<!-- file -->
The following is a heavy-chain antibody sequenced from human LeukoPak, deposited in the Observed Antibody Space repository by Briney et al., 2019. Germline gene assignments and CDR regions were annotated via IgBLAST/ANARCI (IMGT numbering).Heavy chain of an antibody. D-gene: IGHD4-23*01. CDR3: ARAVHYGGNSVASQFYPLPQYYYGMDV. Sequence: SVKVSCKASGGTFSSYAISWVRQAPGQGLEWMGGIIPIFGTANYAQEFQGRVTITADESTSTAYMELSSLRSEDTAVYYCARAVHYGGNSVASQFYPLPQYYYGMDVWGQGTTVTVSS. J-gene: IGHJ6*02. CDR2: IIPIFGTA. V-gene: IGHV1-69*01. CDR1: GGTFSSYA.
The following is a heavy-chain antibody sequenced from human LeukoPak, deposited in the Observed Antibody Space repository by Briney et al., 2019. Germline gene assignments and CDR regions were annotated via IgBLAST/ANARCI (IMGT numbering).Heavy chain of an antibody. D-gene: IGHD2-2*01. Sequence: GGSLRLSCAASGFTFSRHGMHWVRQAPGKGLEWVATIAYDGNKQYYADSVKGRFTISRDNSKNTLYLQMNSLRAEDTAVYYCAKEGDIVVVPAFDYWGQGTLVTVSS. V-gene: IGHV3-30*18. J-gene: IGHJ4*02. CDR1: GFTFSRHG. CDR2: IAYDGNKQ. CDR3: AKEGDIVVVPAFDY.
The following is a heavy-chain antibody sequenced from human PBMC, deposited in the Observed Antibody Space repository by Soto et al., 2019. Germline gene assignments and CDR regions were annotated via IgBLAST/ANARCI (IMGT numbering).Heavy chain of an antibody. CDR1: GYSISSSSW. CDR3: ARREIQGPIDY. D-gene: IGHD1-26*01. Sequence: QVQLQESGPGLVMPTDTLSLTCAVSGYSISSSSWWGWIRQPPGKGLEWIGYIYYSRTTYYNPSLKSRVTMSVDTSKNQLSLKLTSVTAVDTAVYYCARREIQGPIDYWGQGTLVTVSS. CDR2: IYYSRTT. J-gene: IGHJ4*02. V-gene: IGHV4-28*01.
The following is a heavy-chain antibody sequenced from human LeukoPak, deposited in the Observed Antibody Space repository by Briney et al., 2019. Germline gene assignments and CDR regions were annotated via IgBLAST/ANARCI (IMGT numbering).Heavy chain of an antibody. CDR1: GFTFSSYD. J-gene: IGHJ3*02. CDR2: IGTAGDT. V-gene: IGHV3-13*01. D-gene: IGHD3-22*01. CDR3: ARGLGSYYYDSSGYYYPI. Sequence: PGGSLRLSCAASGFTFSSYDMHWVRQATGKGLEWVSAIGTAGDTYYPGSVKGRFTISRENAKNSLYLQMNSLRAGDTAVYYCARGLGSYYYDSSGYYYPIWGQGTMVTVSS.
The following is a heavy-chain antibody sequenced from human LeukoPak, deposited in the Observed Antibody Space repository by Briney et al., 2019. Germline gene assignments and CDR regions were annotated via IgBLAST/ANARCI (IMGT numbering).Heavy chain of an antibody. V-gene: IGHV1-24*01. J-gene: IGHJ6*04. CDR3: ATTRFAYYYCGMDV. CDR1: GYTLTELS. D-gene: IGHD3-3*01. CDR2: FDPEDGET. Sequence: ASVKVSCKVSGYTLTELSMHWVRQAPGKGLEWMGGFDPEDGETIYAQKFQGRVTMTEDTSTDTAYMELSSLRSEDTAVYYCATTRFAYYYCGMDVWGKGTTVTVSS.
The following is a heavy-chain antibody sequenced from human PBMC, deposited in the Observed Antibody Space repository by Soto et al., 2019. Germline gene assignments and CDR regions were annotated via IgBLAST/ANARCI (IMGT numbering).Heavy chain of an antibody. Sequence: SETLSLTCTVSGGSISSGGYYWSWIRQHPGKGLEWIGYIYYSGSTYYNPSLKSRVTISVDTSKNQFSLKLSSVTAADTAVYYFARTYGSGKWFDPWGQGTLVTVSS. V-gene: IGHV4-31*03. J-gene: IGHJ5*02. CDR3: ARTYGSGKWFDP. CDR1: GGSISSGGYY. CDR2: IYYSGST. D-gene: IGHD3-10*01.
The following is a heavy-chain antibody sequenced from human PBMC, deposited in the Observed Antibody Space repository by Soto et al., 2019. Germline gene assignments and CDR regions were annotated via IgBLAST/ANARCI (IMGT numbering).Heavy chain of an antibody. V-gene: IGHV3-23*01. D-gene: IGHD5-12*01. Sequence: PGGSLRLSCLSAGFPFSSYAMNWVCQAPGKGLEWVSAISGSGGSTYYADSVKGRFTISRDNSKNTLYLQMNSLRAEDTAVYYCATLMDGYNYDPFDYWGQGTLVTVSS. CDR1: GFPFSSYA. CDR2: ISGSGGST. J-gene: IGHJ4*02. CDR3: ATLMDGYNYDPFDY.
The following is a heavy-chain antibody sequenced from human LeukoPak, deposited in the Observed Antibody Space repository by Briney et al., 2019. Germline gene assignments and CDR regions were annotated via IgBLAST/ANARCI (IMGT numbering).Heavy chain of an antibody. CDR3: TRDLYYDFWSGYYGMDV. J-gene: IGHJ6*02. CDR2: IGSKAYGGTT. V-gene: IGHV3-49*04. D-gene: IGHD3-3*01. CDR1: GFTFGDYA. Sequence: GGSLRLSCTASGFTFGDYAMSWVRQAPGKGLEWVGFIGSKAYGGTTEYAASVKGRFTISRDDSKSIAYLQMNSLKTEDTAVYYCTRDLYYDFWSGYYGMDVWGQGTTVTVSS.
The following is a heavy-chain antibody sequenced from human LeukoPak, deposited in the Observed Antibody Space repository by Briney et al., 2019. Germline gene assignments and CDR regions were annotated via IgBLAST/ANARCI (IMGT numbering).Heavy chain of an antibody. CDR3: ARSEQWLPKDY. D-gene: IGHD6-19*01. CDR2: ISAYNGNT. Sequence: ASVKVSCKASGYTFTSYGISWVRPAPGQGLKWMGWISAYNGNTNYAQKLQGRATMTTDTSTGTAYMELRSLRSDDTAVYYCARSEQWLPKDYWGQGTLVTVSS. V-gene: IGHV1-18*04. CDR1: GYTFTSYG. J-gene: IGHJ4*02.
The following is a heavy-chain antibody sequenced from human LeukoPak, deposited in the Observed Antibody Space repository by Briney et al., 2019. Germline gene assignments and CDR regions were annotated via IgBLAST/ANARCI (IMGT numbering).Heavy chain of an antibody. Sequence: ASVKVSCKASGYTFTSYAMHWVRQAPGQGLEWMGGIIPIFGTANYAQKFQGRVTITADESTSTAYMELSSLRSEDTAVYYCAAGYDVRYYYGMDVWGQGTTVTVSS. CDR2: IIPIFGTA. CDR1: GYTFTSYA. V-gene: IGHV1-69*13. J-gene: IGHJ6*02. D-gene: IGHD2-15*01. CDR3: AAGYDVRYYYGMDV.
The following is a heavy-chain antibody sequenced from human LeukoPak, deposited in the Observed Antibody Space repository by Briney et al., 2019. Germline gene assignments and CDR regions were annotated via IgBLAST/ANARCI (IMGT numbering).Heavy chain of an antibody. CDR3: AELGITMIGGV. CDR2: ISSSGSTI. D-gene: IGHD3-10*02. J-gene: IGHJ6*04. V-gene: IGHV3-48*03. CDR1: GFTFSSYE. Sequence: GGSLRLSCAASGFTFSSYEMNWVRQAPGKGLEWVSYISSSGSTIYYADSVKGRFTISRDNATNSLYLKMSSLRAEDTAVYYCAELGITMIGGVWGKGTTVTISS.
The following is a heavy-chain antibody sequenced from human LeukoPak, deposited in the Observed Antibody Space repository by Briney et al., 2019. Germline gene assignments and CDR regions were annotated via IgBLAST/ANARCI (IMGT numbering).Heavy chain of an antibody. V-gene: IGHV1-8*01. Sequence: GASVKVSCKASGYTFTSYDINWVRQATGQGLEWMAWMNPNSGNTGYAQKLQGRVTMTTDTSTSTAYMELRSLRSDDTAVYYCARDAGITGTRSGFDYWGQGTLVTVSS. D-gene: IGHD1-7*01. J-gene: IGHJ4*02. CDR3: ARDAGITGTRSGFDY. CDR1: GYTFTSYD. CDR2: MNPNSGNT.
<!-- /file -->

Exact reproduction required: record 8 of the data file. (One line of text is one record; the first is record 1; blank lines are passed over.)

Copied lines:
The following is a heavy-chain antibody sequenced from human LeukoPak, deposited in the Observed Antibody Space repository by Briney et al., 2019. Germline gene assignments and CDR regions were annotated via IgBLAST/ANARCI (IMGT numbering).Heavy chain of an antibody. CDR3: TRDLYYDFWSGYYGMDV. J-gene: IGHJ6*02. CDR2: IGSKAYGGTT. V-gene: IGHV3-49*04. D-gene: IGHD3-3*01. CDR1: GFTFGDYA. Sequence: GGSLRLSCTASGFTFGDYAMSWVRQAPGKGLEWVGFIGSKAYGGTTEYAASVKGRFTISRDDSKSIAYLQMNSLKTEDTAVYYCTRDLYYDFWSGYYGMDVWGQGTTVTVSS.